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  3. Tuesday, 28 July 2009
Oral Polio Delivered Safely Without Icepacks in Recent Study by Ariane Halm, EPIET (European Programme for Intervention Epidemiology Training), and Olivier Ronveaux, WHO Optimizerecently completed a study with the World Health Organization (WHO) Country Office and the Ministry of Health in Mali to determine the feasibility of using oral polio vaccine (OPV) out of the traditional cold chain temperatures during a National Immunization Day campaign. In four health areas, thirty-nine vaccination teams successively transported OPV in the vaccine carrier with icepacks (keeping the vaccine at cold chain temperatures) and without icepacks in order to evaluate the outcome of transporting the vaccines without ensuring a continuous cold chain. The practice at ambient temperature was limited to a maximum of one outreach day. The study concluded successfully, with no major problems or deviations to the methodology. A total of 14,913 children were vaccinated in the study areas. About half of the vials (54%) were transported in vaccine carriers without icepacks, and all of these vials were still usable as indicated by the vaccine vial monitors at the time of the last administered dose despite ambient temperatures ranging from 25° to 40°C (mean of 27°C). Wastage rates were lower for the vials traveling without icepacks because they did not have the problems usually caused by melting ice and icepacks (e.g., moisture on the label making it unreadable, vials contaminated with water, etc.). Health workers also reported that the ambient temperature transport facilitated preparation and implementation activities, reduced the weight they needed to carry, and required less time (possibly resulting in more children being immunized). Direct costs for the ambient temperature transport were lower, primarily because icepacks did not need to be resupplied. The study suggests that ambient temperature transport of OPV may provide a safe alternative in geographically challenging settings or where cold chain material cannot be made available. However, vaccines transported in ambient temperature must come with vaccine vial monitors and staff must be adequately trained to interpret them. This study adds evidence to the possibility that ambient temperature supply chains may be one of the solutions to address constraints in cold chain space that are likely to occur with new vaccine introduction. A paper on this experience is being submitted for publication in a scientific journal. We invite you to comment on or post a question relating to this article by clicking the “post reply” button on this page. You will have to log in or register, but the process is very simple. To link back to the Optimize e-newsletter, click here. [img width=228]http://www.technet21beta.org/components/com_agora/converter/uploads/user_photos/dsc00735.jpg[/img] [img width=228]http://www.technet21beta.org/components/com_agora/converter/uploads/user_photos/dsc00751.jpg[/img] [img width=228]http://www.technet21beta.org/components/com_agora/converter/uploads/user_photos/dsc00675.jpg[/img] [img width=228]http://www.technet21beta.org/components/com_agora/converter/uploads/user_photos/dsc00725.jpg[/img] Photo Courtesy : Olivier Ronveaux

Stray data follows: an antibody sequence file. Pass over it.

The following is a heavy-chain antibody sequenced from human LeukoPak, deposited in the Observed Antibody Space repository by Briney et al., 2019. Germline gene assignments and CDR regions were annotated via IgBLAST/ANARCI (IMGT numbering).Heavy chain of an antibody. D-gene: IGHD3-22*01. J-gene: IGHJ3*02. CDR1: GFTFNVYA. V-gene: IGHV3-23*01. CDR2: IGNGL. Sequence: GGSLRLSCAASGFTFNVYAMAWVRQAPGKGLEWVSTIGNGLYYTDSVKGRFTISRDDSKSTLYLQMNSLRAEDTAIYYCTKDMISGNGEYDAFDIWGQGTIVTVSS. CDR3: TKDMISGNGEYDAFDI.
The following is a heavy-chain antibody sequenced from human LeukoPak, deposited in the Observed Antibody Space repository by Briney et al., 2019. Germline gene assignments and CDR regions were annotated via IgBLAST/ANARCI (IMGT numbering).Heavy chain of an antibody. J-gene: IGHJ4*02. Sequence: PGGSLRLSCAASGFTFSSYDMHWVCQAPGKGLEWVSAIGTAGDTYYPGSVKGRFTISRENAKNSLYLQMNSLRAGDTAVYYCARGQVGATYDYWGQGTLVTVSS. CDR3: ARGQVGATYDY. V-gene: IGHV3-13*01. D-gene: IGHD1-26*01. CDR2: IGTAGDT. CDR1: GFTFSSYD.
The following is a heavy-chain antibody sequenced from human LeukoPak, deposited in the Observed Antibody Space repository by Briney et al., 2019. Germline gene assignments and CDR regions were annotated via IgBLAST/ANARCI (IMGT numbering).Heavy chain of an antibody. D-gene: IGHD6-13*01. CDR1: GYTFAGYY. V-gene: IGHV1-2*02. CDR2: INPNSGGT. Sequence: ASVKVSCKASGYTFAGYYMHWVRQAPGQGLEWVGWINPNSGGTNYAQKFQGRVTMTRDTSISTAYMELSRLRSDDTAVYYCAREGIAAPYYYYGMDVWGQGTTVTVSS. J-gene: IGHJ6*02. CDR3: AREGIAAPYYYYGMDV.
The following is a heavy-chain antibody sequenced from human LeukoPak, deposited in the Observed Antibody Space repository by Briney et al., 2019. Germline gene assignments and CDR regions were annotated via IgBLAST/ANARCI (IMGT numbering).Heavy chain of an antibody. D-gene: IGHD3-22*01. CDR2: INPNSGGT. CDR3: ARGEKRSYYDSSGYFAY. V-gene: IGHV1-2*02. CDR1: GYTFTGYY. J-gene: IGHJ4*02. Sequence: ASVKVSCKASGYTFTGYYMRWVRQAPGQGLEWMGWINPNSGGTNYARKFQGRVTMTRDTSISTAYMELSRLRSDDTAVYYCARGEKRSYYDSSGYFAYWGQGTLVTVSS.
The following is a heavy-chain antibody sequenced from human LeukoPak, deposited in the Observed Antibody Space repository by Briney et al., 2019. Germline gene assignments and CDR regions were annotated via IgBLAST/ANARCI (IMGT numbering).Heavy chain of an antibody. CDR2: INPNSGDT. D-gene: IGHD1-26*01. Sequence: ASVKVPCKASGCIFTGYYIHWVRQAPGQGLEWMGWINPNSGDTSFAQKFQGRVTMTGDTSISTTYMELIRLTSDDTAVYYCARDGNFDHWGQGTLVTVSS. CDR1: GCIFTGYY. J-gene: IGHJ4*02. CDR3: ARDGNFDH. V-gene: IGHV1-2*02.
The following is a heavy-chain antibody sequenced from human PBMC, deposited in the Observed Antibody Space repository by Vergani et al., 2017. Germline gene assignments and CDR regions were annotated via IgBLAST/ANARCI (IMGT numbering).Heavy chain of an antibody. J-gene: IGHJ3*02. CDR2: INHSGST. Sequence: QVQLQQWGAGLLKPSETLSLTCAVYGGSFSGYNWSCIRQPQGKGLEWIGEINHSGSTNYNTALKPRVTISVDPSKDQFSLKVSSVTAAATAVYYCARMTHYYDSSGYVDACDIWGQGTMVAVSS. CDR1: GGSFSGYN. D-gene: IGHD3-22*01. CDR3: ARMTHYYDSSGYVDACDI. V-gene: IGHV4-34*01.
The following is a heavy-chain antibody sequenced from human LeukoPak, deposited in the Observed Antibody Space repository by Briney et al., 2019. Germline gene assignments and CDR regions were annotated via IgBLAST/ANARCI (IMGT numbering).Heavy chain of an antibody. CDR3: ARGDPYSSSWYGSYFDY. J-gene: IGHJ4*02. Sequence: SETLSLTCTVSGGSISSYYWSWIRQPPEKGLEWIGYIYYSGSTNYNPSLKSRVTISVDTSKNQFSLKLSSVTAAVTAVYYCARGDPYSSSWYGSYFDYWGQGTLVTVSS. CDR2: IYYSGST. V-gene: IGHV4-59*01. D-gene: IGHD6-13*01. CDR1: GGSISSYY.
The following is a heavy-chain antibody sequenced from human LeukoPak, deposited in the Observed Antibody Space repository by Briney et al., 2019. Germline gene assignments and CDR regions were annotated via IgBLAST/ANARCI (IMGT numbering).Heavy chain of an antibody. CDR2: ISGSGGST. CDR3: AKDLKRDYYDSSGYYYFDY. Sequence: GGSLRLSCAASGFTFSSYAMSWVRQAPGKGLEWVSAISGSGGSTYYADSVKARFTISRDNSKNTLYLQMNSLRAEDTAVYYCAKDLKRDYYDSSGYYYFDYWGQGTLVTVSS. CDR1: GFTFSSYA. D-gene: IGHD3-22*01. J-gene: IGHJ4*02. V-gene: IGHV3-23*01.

TechNet Admin Accepted Answer
Admin
Thanks for clarification on the issue. I do agree that we should avoid manipulating the policies and practices untill suported by the scientific evidences that a heat stable OPV is produced.Dr. Hassan KhanWHO/Polio Sudan
  1. more than a month ago
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Michel Zaffran Accepted Answer